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Stability at All Costs

At a plenary session of the Communist Party’s Central Committee on April 23, 1985, Mikhail Gorbachev, who had just been elected as general secretary, spoke of the need for serious reforms to Soviet society, coining a word that would soon become legendary — perestroika.

Two weeks ago, VTsIOM published the results of a study on the current political mood in Russia. It turns out that 72 percent of those asked preferred “stability, even if achieving it would involve some violations of democratic principles and restrictions on personal freedoms.” Only 16 percent of respondents expressed a preference for democracy.

During Gorbachev’s first years in office, Soviet citizens euphorically supported him after they endured 18 years of Leonid Brezhnev’s gerontocracy and stagnation. Strangely enough, Russians have once again embraced the values of the Brezhnev era. According to the VTsIOM survey, respondents primarily understood “order” to mean political and economic stability and a social safety net for the population. That is, they want the same things that Brezhnev introduced after Nikita Khrushchev’s reckless leadership and after Josef Stalin’s brutal reign.

Is it true that for the sake of order and stability Russians are against change? Do they really suffer from an anti-democratic phobia? I heard one answer at a recent Moscow conference of independent regional newspaper editors. They were discussing the March 2008 mayoral elections in Kachkanar, a city in the Sverdlovsk region in the Urals.

Lyudmila Lapteva, editor of the Kachkanarsky Chetverg newspaper, said: “We are lucky that the new mayor is a decent person. He could have turned out to be a real bastard.” You might think that her remarks were directed at a mayor who was imposed on the people by the ruling party. Nothing of the sort. It is a simple scenario: The 40,000 residents of Kachkanar are completely dependent on the local mining plant owned by the Evraz Group, the country’s second-largest steelmaker. The plant put forward its own candidate who, according to Lapteva, was worthy in all respects. But his campaign had so many dirty political and administrative methods that the people turned against him. The Kachkanarsky Chetverg newspaper led that popular protest. As a result and contrary to all expectations, the opposition candidate won the election. A “color revolution” of sorts had taken place in a small company town.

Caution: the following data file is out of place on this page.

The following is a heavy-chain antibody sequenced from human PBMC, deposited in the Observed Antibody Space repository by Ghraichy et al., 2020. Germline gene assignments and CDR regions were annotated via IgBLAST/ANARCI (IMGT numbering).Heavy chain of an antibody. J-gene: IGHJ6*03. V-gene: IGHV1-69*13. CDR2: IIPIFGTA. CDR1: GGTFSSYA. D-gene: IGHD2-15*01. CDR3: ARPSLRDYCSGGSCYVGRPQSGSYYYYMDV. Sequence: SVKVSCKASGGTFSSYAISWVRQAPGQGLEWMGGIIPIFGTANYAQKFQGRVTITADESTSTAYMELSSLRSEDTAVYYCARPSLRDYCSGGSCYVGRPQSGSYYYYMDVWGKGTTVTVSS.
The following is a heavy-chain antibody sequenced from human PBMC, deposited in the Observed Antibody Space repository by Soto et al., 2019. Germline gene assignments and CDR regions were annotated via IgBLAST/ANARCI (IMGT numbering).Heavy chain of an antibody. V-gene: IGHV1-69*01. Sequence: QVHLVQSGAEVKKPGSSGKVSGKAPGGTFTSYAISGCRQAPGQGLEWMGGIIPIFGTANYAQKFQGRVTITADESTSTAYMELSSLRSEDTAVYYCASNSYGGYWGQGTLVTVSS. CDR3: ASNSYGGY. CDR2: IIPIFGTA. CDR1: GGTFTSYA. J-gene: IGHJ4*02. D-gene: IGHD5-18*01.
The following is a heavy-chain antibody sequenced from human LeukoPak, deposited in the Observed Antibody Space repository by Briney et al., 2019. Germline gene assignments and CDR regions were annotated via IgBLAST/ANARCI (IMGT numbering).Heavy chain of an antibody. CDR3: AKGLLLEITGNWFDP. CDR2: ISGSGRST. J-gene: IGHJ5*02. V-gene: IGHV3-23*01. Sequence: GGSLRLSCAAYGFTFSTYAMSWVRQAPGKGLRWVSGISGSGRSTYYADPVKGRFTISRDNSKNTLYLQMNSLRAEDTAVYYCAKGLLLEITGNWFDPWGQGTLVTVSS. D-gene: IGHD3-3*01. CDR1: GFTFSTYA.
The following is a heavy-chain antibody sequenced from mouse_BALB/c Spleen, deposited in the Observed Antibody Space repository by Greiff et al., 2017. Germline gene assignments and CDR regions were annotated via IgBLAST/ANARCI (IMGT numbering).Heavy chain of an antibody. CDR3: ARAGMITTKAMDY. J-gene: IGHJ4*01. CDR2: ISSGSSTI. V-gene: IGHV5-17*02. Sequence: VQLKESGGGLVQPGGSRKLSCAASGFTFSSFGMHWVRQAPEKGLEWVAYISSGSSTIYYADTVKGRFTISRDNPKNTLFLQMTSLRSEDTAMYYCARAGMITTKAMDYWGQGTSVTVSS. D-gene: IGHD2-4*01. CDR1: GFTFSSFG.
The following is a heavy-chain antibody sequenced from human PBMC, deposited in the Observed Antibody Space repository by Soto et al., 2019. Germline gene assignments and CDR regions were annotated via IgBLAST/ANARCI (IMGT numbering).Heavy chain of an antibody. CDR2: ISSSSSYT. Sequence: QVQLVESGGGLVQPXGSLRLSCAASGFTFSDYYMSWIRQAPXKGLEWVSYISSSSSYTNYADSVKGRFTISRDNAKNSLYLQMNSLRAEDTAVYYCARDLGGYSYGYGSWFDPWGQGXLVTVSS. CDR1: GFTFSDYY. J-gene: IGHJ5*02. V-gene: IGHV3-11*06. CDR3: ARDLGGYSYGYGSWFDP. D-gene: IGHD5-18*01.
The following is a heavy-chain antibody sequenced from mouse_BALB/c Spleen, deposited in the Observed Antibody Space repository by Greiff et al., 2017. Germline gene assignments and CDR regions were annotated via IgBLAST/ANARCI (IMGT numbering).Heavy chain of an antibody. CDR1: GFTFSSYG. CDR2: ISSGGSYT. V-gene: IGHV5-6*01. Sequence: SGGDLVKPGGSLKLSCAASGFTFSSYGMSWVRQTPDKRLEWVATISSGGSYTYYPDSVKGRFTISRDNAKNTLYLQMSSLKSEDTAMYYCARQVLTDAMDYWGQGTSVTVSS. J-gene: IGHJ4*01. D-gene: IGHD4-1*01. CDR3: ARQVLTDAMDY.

Other independent publishers attending the conference asked Lapteva whether it had been wise to oppose a plant on which the welfare of the town depended. She answered that the mayor did not purge the old administration and did not lock horns with the plant. On the contrary, he has been looking for ways to reach agreements with the other side despite the fact that they have not yet come to terms with their political defeat. The “color revolutionary” turned out to be a deeply conservative individual.

During the perestroika years, this would be analogous to Boris Yeltsin’s election as president of the Russian Republic in June 1991, six months before the Soviet Union collapsed. Yeltsin was also voted into office on a wave of popular protest, but he, in contrast to the Kachkanar mayor, plunged the country into ruin and chaos.

Ever since Yeltsin, Russians seeking change have started to fear what might happen if they express their own free will. And who can blame them?

Alexei Pankin is editor of IFRA-GIPP Magazine for publishing business professionals.

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